Saturday, February 04, 2017

Anonymity means where you go to meetings is your business

I spoke briefly the other day at an AA meeting. The topic was anger (not my choice; every meeting at that time slot each week discusses anger). After I shared my tale, and I'm always careful to follow the Traditions, someone I barely know and haven't seen in years spoke up.

"The last time I saw the speaker," he intoned, "was at an NA meeting." The chairperson, an oldtimer, and I both looked at each other thinking the same thing: "WTF?" 

"So much for my anonymity," I said. The chairman simply snorted, as disgusted as I was.

I'm still not sure what the speaker's point was, especially since I probably hadn't seen him at an NA meeting in 25 years or so. I let it pass and didn't bother to ask him about it after the meeting ended. I don't waste my time today with stirrers of discontent, which it seemed he was trying to do.

Here's my thought, though. What business is it of anyone's what 12-Step meeting you attend? Really, other than your sponsor, it's absolutely no one's business where or which meetings you attend.

I do the majority of my service work in NA because that's the program that saved my life. But if it hadn't been for AA, I'd be dead, because I have no doubt despite Jimmy K's wonderful gift of NA, he wouldn't have developed the 12-Step program that has saved so many lives without exposure to the Mother ship of AA.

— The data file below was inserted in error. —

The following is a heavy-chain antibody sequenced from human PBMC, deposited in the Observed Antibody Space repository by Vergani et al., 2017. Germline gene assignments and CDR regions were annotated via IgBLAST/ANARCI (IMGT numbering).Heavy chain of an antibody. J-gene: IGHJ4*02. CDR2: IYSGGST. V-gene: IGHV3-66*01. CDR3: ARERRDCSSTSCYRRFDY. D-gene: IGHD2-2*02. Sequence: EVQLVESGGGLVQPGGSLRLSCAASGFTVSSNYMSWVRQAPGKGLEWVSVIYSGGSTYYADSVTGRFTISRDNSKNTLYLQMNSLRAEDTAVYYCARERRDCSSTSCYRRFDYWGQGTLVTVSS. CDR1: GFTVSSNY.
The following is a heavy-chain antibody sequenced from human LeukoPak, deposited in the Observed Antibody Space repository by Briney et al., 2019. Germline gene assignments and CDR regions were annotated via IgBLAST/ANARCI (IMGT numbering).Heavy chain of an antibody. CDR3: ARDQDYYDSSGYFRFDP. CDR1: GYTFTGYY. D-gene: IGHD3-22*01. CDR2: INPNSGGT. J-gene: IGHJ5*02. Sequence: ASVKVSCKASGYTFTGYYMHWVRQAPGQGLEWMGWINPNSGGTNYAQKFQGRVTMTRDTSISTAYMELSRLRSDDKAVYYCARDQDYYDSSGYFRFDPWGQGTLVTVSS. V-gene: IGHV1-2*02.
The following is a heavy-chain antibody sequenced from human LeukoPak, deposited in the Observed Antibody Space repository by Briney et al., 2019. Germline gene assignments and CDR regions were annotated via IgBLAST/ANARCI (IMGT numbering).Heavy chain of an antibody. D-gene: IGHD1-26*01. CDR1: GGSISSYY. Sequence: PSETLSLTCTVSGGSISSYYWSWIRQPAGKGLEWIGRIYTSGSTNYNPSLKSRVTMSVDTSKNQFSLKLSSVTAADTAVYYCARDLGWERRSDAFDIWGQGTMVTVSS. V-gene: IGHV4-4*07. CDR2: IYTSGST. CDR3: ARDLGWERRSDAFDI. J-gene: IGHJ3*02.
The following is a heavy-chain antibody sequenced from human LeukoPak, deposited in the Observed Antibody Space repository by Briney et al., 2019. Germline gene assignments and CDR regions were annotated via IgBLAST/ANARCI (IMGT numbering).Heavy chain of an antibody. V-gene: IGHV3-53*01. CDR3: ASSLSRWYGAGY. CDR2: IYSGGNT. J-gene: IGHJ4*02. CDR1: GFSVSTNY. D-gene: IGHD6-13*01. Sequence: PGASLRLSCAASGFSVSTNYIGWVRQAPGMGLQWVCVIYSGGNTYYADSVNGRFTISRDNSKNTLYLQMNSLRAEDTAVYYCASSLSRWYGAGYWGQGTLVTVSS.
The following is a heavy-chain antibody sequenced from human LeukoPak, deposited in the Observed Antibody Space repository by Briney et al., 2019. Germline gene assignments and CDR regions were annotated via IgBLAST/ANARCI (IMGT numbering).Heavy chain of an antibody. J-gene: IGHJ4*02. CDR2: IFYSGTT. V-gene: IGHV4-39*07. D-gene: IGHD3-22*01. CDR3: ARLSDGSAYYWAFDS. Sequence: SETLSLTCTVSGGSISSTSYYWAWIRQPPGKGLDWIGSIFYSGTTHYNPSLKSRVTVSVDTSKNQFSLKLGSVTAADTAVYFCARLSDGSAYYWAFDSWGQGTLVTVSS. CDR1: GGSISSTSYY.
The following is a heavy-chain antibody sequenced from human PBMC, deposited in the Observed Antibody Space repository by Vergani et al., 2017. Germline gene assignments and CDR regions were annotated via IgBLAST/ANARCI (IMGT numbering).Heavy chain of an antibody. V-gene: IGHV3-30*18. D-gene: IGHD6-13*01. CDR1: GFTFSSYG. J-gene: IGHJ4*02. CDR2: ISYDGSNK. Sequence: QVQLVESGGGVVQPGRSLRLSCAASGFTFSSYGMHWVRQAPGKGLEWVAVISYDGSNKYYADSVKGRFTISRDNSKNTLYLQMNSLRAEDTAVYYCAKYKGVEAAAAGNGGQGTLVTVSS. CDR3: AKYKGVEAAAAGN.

I sponsor girls in NA, and if they have a problem with gambling, for example, I recommend GA. If they're having serious food issues, I recommend OA. I don't, like many NA members, feel NA has all the answers, at least not for every member.

I'm glad today I'm open minded enough to respect other members' anonymity. I was taught early that many things were "outside my hula hoop." Where others go to meetings is just one of them.

I hope you are all doing well. It's been a rough few weeks for America. However, we are a tribe, and tribes gather together for survival. 

Hang in there.

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